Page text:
Tillandsia Web, Dade Chapter, Florida Native Plant Society

Online Newsletter

Excerpted from our print newsletter. See the printed newsletter for detailed Field Trip reports, for phone and addresses for yard visits and for articles which the authors may not want released to the World Wide Web. Join now to obtain the benefits of full membership!

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July 1999

In This Issue

UPCOMING MEETING IN DADE COUNTY
UPCOMING FIELD TRIPS IN DADE COUNTY
KEYS CONNECTION -News from, and activities in, the Florida Keys
HISPANIC OUTREACH NEWS
CHAPTER NEWS AND NEEDS
OTHER EVENTS AND ACTIVITIES
NURSERY NEWS
WATER GARDENING WITH NATIVE PLANTS

UPCOMING MEETING IN DADE COUNTY

Tuesday, July 27, 7:30 p.m., Fairchild Tropical Garden, 10901 Old Cutler Road.

An Overview of Florida's Ferns - Gil Nelson .

Gil Nelson will speak about Florida's fern species. Besides showing slides of many ferns (including some very unusual and strange), he will discuss the number and diversity of these species, their characteristics, and tips on identifying them.

Gil is the author of numerous articles and books, including Shrubs and Woody Vines of Florida , Trees of Florida (both sold by our chapter and available at meetings), Exploring Wild Northwest Florida , Exploring Wild North Florida , and a field guide to Florida's ferns to be published in 2000.

He lives and works in Tallahassee, currently serves as director at large for the Florida Native Plant Society and as President of the Magnolia Chapter of FNPS, and is the editor of the new FNPS state newsletter Sabal Minor . He frequently speaks and writes on botany, natural history, ecology, outdoor recreation, and environmental science topics, especially as they relate to Florida and the southeastern United States. If you have heard Gil speak before, you'll know this is a "don't miss" meeting!

If you would like to sign up to bring refreshments, please call Carrie at 305-661-9023. As usual, additional refreshments and donations to the plant raffle table are appreciated.

August - no meeting or newsletter.

Tuesday, September 28: Col. Terrence Rock  Salt, Executive Director of the South Florida Ecosystem Restoration Task Force.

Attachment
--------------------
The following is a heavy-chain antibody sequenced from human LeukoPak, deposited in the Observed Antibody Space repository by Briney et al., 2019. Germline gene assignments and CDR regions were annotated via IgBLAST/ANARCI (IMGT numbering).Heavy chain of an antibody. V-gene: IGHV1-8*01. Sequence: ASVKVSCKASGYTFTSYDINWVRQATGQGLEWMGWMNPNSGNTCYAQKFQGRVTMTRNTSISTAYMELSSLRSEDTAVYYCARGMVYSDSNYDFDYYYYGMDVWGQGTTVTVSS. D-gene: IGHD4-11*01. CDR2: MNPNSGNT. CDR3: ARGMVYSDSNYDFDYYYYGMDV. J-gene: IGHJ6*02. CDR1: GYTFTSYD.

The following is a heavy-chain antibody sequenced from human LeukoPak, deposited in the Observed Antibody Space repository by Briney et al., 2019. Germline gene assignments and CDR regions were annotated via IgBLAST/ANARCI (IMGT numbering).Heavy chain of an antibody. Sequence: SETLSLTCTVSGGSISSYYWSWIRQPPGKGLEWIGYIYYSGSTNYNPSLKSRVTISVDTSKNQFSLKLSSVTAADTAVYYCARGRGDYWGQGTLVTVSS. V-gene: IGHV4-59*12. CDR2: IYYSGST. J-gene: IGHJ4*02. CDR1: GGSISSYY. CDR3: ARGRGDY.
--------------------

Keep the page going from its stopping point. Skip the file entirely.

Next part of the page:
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UPCOMING FIELD TRIPS IN DADE COUNTY

Field trips are for the study of plants and enjoyment of nature by FNPS members and their invited guests.

Saturday, August 7: Arch Creek Park . We will walk on a trail through a hammock containing some species not found in South Dade, such as Hercules -Club, Zanthoxylum clava-herculis. There is also a butterfly garden and small museum. Good trip for the whole family.

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KEYS CONNECTION -News from, and activities in, the Florida Keys

NEXT KEYS MEETING : Thursday, July 15, 7:30 p.m. at the Marathon Branch of the Monroe County Public Library: How to Select the Right Plant for Your Yard  - Jim Duquesnel, Florida Park Service Biologist. Call Jim Duquesnel at 305-451-1202 or Tina Henize at 305-745-3402 for more information. The meeting is free and the public is welcome.

Homeowners often create their own problems by using the wrong plants in their landscape plans. Selecting plants is a lot like hiring someone for a vacancy with a company. Each species and cultivar comes with a full resume, if you know where to look. A good background check before selection can prevent a lot of headaches and unnecessary work later. Jim will share the "job application" analogy as he has applied it to filling vacant positions in his yard and other landscape projects.

There will also be a native plant raffle (bring donations if you can!) and a short business meeting.

A new interest in promoting the use of native plants in landscapes and supporting the preservation of wild native plant communities is growing in the Florida Keys!

In September of 1998, Hurricane Georges devastated landscapes from Key West to Long Key. To help repair the damage, the Nature Conservancy sponsored a Native Plant Fair, held on Sugarloaf Key on February 27, 1999. With financial support from Key West's City Electric and other local , state and federal agencies, the fair distributed 3,000 free native plants to approximately 1,000 households of the Lower Keys. Also assisting and providing information were the Big Pine Botanical Society, Florida Native Plant Society (Dade Chapter's Keys members), Florida Keys Audubon Society, Monroe County Extension Service's Master Gardeners and 4-H, F.A.V.O.R. and the National Key Deer Refuge, Key West Botanical Garden, Florida Keys Invasive Exotics Task Force, Florida State Park System, and the Key West Garden Club. Each homeowner received three free plants and had an opportunity to hear lectures on planting methods, xeriscaping, butterfly gardening and attracting birds with plants, and the problems caused by invasive exotic species.

Due to the enthusiastic response to this event, a few of the 30 Florida Native Plant Society (FNPS) members who live in the Keys thought it might be time to launch a new chapter, or at least increase FNPS membership. Keys residents have not previously formed a FNPS chapter because of the community's long (120 miles), narrow land form, with its three major population centers (Key West, Marathon and Key Largo) each separated by fifty miles of sometimes very busy highway. At an initial meeting in May of some FNPS members, a decision was made to take advantage of the existing infrastructure and organizational experience of one of the state's largest FNPS chapters by staying affiliated with the Dade Chapter.